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Cloud computing used to analyze microbiological samples

Cloud computing refers to the practice of using a network of remote servers hosted on the Internet to store, manage and process data. It is an alternative to the use of a local server or a personal computer. In a sense the network that forms the cloud can be thought of as an electricity grid. The key advantages are the ability to share data, to enable collaboration, and to offer greater protection of data should a piece of hardware crash.

The University of Warwick has developed a cloud-based microbial bioinformatics resource. The created database is said, by the developers, to be the largest of its type in the world. The project is called the ‘Cloud Infrastructure for Microbial Bioinformatics’ (CLIMB) project. The focus is with medical microbiology, where microorganisms that cause disease are analyzed. Social media coverage relating to the CLIMB project are posted via the MRC Climb (@MRCClimb) Twitter feed.

The CLIMB has been set-up through based on the idea of Professor Mark Pallen (University of Warwick). Interviewed by his university, the academic explains: “CLIMB represents a user-friendly, one-stop shop for sharing software and data between medical microbiologists in the academic and clinical arenas.”

The cloud already contains data from dozens of research groups. An important part of the system is virtualization, which enables scientists to work in a simulated computer environment populated by virtual machines. These are placed on top of physical hardware and resemble conventional servers. These provide large data storage capabilities and allow several biological databases to be integrated.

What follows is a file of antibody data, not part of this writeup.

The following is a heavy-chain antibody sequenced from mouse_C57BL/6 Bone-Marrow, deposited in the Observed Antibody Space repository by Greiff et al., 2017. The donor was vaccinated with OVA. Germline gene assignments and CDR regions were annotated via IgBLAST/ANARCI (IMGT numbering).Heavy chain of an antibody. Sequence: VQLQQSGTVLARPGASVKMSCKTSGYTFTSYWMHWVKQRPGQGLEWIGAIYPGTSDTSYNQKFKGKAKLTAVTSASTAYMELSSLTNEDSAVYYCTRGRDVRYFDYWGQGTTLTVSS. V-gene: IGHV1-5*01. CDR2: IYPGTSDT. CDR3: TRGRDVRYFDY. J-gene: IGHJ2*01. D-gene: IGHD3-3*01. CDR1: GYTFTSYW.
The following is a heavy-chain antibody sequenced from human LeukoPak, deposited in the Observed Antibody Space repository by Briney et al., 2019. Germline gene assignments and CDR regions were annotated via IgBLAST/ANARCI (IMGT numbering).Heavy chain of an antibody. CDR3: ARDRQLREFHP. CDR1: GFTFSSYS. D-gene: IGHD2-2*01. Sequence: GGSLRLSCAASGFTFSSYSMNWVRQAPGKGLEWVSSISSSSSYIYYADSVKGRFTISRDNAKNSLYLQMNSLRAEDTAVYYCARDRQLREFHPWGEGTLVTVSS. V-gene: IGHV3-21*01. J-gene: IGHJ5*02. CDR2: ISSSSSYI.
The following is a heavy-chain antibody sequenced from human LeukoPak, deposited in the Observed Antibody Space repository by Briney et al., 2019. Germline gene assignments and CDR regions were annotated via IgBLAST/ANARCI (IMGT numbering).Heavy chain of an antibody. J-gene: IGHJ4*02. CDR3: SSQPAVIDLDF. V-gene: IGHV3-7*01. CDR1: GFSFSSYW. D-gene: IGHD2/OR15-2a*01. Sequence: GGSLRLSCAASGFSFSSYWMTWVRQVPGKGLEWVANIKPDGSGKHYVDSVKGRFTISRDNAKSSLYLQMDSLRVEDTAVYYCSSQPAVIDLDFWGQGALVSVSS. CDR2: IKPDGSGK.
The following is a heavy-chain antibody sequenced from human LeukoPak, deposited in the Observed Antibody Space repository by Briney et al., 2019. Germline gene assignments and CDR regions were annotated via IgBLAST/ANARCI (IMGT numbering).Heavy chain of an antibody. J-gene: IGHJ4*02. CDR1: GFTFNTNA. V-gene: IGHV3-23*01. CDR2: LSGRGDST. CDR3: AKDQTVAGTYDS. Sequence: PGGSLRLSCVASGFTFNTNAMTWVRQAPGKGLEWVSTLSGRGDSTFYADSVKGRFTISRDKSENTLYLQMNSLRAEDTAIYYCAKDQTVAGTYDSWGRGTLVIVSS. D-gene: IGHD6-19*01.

The primary data is taken from molecular sequencing of microbial genomes, which allow medical microbiologists to assess the most appropriate antimicrobials to treat a patient or to track epidemiological trends within the community. The use of such data is termed “bioinformatics.” Bioinformatics is an interdisciplinary field that develops methods and software tools for understanding biological data.

Bioinformatics has two aims: the implementation of computer programs to enable efficient access to information; and the creation of new algorithms and statistical tools to understand relationships between items of data within large data sets.

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Dr. Tim Sandle is Digital Journal's Editor-at-Large for science news. Tim specializes in science, technology, environmental, business, and health journalism. He is additionally a practising microbiologist; and an author. He is also interested in history, politics and current affairs.

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